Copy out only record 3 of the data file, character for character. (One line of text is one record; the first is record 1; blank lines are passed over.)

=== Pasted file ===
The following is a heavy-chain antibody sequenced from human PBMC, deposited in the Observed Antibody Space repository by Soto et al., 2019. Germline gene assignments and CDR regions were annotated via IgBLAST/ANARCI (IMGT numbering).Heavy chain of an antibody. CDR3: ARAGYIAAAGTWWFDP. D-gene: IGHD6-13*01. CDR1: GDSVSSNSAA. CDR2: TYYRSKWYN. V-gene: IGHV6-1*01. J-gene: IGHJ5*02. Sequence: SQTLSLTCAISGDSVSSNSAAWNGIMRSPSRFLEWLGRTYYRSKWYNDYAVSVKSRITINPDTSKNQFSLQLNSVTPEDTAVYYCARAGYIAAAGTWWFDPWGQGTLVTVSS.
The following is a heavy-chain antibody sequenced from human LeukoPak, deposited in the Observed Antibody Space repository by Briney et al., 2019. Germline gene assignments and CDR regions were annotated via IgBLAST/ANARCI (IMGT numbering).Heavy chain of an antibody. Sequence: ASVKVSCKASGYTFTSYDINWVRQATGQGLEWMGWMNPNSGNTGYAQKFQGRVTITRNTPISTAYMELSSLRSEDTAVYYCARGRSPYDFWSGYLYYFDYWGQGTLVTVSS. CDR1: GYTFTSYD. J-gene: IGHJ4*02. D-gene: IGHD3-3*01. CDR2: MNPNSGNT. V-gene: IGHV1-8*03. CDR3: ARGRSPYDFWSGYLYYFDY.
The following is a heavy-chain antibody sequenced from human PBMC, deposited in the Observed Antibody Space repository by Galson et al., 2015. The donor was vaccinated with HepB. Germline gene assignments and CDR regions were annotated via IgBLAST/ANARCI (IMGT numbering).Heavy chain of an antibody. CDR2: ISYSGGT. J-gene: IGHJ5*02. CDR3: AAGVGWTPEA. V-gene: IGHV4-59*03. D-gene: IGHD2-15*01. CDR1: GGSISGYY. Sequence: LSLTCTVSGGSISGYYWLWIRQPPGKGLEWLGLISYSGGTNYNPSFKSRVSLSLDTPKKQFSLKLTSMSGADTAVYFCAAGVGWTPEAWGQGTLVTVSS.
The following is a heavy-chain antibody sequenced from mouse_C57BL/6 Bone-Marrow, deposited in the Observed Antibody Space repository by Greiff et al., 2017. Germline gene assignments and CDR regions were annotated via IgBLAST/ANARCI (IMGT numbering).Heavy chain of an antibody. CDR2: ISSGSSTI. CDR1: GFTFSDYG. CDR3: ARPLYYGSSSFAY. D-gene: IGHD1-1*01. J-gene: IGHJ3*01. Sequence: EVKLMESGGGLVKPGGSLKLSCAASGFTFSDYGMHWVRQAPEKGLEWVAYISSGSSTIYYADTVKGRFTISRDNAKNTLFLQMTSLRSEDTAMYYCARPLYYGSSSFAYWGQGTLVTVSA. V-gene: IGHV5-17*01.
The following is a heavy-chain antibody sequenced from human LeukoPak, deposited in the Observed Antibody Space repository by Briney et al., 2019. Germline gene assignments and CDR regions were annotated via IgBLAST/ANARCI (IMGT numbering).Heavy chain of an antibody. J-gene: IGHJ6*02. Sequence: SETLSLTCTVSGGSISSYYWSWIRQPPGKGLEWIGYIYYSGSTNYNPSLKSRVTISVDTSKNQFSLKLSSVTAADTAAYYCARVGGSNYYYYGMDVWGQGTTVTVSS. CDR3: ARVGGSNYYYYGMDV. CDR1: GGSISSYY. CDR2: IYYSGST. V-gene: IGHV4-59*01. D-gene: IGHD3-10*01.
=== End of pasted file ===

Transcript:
The following is a heavy-chain antibody sequenced from human PBMC, deposited in the Observed Antibody Space repository by Galson et al., 2015. The donor was vaccinated with HepB. Germline gene assignments and CDR regions were annotated via IgBLAST/ANARCI (IMGT numbering).Heavy chain of an antibody. CDR2: ISYSGGT. J-gene: IGHJ5*02. CDR3: AAGVGWTPEA. V-gene: IGHV4-59*03. D-gene: IGHD2-15*01. CDR1: GGSISGYY. Sequence: LSLTCTVSGGSISGYYWLWIRQPPGKGLEWLGLISYSGGTNYNPSFKSRVSLSLDTPKKQFSLKLTSMSGADTAVYFCAAGVGWTPEAWGQGTLVTVSS.